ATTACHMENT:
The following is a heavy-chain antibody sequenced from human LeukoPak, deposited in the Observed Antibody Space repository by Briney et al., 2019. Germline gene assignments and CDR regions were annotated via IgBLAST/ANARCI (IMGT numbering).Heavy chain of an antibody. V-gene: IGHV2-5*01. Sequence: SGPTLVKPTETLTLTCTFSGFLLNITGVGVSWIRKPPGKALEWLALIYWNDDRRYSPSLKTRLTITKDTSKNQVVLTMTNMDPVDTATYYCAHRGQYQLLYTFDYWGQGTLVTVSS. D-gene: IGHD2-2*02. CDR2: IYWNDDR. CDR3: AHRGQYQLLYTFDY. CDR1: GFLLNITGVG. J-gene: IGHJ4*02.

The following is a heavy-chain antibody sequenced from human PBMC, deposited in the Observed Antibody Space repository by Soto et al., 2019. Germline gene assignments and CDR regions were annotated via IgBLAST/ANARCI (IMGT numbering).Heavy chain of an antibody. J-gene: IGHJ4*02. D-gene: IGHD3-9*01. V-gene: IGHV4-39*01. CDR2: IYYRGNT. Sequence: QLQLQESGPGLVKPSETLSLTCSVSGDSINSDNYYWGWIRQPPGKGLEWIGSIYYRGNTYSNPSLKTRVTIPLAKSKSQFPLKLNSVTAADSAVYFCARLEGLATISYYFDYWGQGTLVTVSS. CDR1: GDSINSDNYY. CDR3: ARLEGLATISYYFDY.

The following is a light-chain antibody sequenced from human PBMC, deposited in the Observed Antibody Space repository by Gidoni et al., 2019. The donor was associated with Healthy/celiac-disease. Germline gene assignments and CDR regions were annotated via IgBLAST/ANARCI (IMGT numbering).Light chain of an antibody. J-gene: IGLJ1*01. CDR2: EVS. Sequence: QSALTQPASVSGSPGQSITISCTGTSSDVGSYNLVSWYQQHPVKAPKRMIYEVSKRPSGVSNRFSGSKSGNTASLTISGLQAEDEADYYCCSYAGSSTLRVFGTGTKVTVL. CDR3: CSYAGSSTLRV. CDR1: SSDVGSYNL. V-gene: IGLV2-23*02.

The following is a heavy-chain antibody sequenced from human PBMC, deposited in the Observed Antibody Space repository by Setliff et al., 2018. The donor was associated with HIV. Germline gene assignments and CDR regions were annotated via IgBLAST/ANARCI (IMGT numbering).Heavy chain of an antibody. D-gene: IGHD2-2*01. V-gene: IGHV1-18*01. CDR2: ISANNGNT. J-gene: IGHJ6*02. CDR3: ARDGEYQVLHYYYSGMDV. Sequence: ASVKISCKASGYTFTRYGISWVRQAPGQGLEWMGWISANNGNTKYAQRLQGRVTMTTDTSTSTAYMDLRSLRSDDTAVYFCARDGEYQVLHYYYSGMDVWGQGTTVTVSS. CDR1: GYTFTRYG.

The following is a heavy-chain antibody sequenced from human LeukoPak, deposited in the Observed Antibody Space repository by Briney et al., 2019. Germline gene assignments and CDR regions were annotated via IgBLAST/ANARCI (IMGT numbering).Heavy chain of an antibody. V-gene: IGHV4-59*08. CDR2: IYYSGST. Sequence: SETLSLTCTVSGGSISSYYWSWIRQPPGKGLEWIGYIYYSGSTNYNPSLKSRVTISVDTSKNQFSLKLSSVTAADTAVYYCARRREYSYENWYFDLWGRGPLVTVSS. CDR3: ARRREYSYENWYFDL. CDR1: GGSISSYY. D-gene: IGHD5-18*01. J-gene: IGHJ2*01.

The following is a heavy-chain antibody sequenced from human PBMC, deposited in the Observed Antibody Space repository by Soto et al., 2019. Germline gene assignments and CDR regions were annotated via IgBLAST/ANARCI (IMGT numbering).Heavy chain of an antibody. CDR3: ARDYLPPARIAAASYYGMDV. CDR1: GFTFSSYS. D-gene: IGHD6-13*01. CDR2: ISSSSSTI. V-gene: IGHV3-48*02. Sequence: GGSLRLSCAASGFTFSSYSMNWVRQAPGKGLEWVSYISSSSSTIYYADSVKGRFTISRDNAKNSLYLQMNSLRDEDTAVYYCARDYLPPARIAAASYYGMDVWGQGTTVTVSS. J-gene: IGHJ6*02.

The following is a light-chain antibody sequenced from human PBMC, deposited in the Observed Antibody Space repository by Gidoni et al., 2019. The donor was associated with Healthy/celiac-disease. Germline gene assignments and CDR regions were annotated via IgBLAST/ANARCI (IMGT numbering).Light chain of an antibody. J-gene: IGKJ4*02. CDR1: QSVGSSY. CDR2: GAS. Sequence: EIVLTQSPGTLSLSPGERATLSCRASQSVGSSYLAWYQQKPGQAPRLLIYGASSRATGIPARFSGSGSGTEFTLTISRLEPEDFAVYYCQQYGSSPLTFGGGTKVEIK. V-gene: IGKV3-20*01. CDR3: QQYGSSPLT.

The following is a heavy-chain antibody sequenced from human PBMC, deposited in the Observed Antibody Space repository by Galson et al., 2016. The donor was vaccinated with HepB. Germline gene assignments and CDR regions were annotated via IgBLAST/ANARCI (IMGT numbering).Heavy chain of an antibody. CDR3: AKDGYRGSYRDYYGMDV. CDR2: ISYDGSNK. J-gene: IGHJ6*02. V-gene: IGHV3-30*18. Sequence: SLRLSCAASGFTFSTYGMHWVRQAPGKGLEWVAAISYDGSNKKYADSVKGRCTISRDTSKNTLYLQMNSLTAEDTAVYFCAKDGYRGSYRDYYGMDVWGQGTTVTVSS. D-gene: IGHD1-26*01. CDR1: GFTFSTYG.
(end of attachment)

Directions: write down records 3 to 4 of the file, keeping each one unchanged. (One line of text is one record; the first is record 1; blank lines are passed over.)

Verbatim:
The following is a light-chain antibody sequenced from human PBMC, deposited in the Observed Antibody Space repository by Gidoni et al., 2019. The donor was associated with Healthy/celiac-disease. Germline gene assignments and CDR regions were annotated via IgBLAST/ANARCI (IMGT numbering).Light chain of an antibody. J-gene: IGLJ1*01. CDR2: EVS. Sequence: QSALTQPASVSGSPGQSITISCTGTSSDVGSYNLVSWYQQHPVKAPKRMIYEVSKRPSGVSNRFSGSKSGNTASLTISGLQAEDEADYYCCSYAGSSTLRVFGTGTKVTVL. CDR3: CSYAGSSTLRV. CDR1: SSDVGSYNL. V-gene: IGLV2-23*02.

The following is a heavy-chain antibody sequenced from human PBMC, deposited in the Observed Antibody Space repository by Setliff et al., 2018. The donor was associated with HIV. Germline gene assignments and CDR regions were annotated via IgBLAST/ANARCI (IMGT numbering).Heavy chain of an antibody. D-gene: IGHD2-2*01. V-gene: IGHV1-18*01. CDR2: ISANNGNT. J-gene: IGHJ6*02. CDR3: ARDGEYQVLHYYYSGMDV. Sequence: ASVKISCKASGYTFTRYGISWVRQAPGQGLEWMGWISANNGNTKYAQRLQGRVTMTTDTSTSTAYMDLRSLRSDDTAVYFCARDGEYQVLHYYYSGMDVWGQGTTVTVSS. CDR1: GYTFTRYG.